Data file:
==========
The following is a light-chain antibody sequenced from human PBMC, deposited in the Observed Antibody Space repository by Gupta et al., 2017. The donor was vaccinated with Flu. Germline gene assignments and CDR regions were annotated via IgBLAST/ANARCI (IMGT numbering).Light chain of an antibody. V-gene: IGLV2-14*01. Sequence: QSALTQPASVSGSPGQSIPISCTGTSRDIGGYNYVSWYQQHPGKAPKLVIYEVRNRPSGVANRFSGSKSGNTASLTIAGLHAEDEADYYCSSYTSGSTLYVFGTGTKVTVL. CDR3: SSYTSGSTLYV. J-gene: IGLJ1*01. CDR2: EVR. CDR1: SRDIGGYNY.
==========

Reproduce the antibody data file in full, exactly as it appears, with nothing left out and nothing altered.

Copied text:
The following is a light-chain antibody sequenced from human PBMC, deposited in the Observed Antibody Space repository by Gupta et al., 2017. The donor was vaccinated with Flu. Germline gene assignments and CDR regions were annotated via IgBLAST/ANARCI (IMGT numbering).Light chain of an antibody. V-gene: IGLV2-14*01. Sequence: QSALTQPASVSGSPGQSIPISCTGTSRDIGGYNYVSWYQQHPGKAPKLVIYEVRNRPSGVANRFSGSKSGNTASLTIAGLHAEDEADYYCSSYTSGSTLYVFGTGTKVTVL. CDR3: SSYTSGSTLYV. J-gene: IGLJ1*01. CDR2: EVR. CDR1: SRDIGGYNY.